As a member of the 101st Airborne in Vietnam, Thomas Twigg did his duty and completed his mission. Now this disabled veteran and his wife, Dee, have a personal mission. The Twiggs intend to bring the Vietnam Veterans Memorial to people all over the country who cannot travel to Washington D.C. For the Twiggs it is imperative that all veterans and their family members have the opportunity to seek some closure in return for answering the call of duty. Financial and physical hardships should not hinder this.

To fulfill this mission, Tom and Dee have constructed a replica Wall that stands 8 feet tall and 46 feet long. The scaled size allows the Wall to be displayed indoors as well as out. And, because the names are closer together, despite the smaller size, the impact is huge. “It hits you all at once,” says Tom. “It brings back the reality of what it cost us to be over there.”

The Kissimmee residents have been traveling for several years now, displaying the Wall at community events, schools, VA Hospitals and other locations. They will be bringing the Wall to Lazydays RV SuperCenter in Seffner, FL on February 15, 2011.

Recently I had the privilege of speaking with the Tom Twigg about his mission, motivation and goals.


AP: What motivated you to take on this project:

“We have a beautiful Memorial in Washington D.C. During the 2-1/2 years I spent in the West Haven, Connecticut VA Hospital I saw my fellow veterans take many day trips to the Wall. The bedridden patients of course couldn’t go! The van was not equipped for them. Since then I’ve been to the Memorial in Washington twice. But what about the Veterans and families who, for financial or physical restrictions, can’t make the trip? Are they not allowed some closure, a last goodbye?”


AP: So your goal is to help Veterans and families find closure?

“Our mission is two-fold. First, to reach every confined, hospitalized or paralyzed Veteran and family member who is either physically or financially unable to visit the Memorial in Washington, D.C. Second, to educate schoolchildren about the real hazards of war so that these future community and government leaders truly understand the consequences. ”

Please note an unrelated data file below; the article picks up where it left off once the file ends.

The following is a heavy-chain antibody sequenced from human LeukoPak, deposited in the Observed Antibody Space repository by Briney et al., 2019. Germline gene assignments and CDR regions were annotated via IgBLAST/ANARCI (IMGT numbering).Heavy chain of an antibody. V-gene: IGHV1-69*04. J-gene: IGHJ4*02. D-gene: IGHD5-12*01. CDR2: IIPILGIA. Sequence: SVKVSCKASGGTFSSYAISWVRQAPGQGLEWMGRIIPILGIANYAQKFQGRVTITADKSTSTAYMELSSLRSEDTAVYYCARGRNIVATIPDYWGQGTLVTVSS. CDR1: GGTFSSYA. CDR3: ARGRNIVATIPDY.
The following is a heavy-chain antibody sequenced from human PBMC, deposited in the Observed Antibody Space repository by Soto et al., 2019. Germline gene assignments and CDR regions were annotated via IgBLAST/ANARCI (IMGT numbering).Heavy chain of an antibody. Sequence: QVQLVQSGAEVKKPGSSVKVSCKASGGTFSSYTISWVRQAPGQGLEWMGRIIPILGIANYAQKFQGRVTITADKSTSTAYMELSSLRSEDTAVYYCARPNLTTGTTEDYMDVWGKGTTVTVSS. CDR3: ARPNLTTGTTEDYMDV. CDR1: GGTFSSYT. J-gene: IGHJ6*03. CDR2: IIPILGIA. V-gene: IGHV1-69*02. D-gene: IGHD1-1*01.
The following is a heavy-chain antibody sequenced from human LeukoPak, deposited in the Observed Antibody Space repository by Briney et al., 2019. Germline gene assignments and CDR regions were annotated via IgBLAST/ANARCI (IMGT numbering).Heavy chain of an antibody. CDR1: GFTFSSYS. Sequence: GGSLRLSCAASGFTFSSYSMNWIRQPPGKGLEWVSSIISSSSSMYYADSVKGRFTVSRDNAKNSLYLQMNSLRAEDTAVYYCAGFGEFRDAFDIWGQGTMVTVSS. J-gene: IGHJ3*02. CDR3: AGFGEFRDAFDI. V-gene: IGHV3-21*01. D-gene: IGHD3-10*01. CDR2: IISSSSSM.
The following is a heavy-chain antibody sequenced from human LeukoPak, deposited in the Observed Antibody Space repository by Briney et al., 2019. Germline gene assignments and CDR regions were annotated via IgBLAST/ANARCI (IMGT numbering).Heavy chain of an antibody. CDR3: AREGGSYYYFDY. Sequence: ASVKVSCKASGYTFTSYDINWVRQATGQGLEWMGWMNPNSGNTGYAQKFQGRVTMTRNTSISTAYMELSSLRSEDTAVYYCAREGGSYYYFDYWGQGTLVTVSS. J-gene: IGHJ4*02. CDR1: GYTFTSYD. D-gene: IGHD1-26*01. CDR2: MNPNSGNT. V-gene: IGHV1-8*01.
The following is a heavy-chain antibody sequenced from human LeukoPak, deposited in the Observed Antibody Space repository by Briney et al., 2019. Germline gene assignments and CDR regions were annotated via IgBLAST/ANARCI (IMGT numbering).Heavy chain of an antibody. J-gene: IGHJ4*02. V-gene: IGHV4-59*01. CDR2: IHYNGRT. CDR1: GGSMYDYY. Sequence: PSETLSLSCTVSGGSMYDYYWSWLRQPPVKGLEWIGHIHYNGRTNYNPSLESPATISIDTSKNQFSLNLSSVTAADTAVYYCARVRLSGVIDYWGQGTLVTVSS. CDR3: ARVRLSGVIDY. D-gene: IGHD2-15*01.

AP: So, the veterans are finding closure and the kids understand that those names are not just numbers in a history book, but real people, real lives.

“There is no better teacher than each of those 58,000-plus names on the Wall.”


AP: Tell me about the process of building the Wall. What was it like?

“It was and is a process of love. A lot of long hours and seemingly endless days. All hit and miss. Learning from our mistakes. But it’s all worth it though when you see the tears of happiness and sadness once they find a name and have the opportunity to reflect.”


AP: When you display the Wall, what has the response been?

“The response has been tremendous. People tell us they have found closure, a sense of release. People leave mementos at the wall. We have all types of items – pictures, baseball gloves, letters, flowers, etc. We carry a lot with us. Others we forward to D.C. Everything has a story behind it. Everything has meaning.”


AP: So each person who visits has the opportunity to reflect or interact with the Wall in his or her own way?

“Yes. We let them know we are there to try to answer any questions they might have, but we’re not there to put on a show. If they ask, we help them find the name they are looking for. Then we try to leave them alone with their memories, and let them find peace.”


AP: Your home base is in Central Florida, but you have been traveling all over the State, even up and down the East Coast with the Wall.

“We want to go everywhere we can. Wherever there are veterans or their families who need closure, who need peace.”


AP: Aside from the event at Lazydays on February 15, what else is on your immediate itinerary?

“We have a venue Memorial Day in Rainelle, West Virginia. Then we are going to the VA Hospital in Beckley, West Virginia. We also have a VA Hospital in Phoenix that has asked us to try to get there. Finances being what they are, that one is a long shot, but we’re working on it!”


AP: How are you funding this mission?

“Right now we are paying for this out of pocket, with my disability and our Social Security. We decided to purchase the RV, a 1996 Sunrise, so we could reduce costs by eliminating motels and restaurants. Most of the time we can set up on location. But, with the price of fuel, insurance, wall maintenance and travel expenses it’s getting tough. Bottom line is, to keep doing this work, we need sponsors to step up to the plate.”


AP: What can we expect at Lazydays on February 15?

“We will be there with the Wall to do what we always do, offer closure to those who may have someone on the wall and hopefully to make more people aware that we are out there and what our mission is. We have also started doing a panel, for each state we go to, for our Fallen Heroes from Iraq and Afghanistan. That will also be on display.”


 AP: Thank you again for your service and for what you are doing for our veterans. See you on February 15.

 “Thank you. See you then.”



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